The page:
Press release: Medical receptionist settles age discrimination case for £6000Medical receptionist Ruth McNeil has today settled her age discrimination claim against a Medical Practice in Lothian for £6000.
In a case supported by the Equality and Human Rights Commission Scotland, Ms McNeil claimed that she had been asked to leave her post as a part time receptionist when her employers discovered that she was over 65.
Ms McNeil, who is 66 years old, began working at the Practice in September 2008 having left a permanent job at Marks and Spencer to do so. Ms McNeil claims that when she submitted a P45 detailing her date of birth she was told that no contract of employment could be offered .
Welcoming the settlement, some of which is confidential, Ms McNeil said:
' I am delighted to have settled this case – it has been a terribly upsetting part of my life. To have been offered a job I was really looking forward to on the basis of a successful interview, only to be told that due to my age I could not be kept on was devastating. I was never asked my age at the interview and never thought, given my skills and experience, that it would have been relevant. To make matters worse I was told that I did not look my age and it was suggested that had they known I would never have been employed.'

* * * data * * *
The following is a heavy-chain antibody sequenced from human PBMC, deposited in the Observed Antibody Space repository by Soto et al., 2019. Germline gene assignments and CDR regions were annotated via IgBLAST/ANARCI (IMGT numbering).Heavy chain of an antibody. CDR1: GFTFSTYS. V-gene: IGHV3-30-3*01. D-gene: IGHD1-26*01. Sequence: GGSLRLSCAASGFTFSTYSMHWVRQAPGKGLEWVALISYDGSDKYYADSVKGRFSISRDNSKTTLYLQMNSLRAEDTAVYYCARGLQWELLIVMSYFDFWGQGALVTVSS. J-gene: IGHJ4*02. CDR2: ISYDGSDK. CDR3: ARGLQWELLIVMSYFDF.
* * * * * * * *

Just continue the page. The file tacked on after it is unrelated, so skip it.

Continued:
“'As well as leaving a job I valued to work at the surgery, my confidence , finances and good employment history have all been badly affected. I am pleased that the EHRC supported me. I think it is important to show that there is no place for age discrimination in our society.'
Muriel Robison, Head of Legal Enforcement, Equality and Human Rights Commission Scotland said:
'Sadly, despite legislation aimed at tackling age discrimination, people can still be treated unfairly at work because of their age. Ruth McNeil may be over 65 but has many skills of great value to employers.
The EHRC believe that people with skills and ability who are able to work and who want to work should be allowed to do so. We hope that by supporting this case we are able to highlight to prospective employers that through the appointment process and in the workplace itself people should be treated fairly regardless of their age.'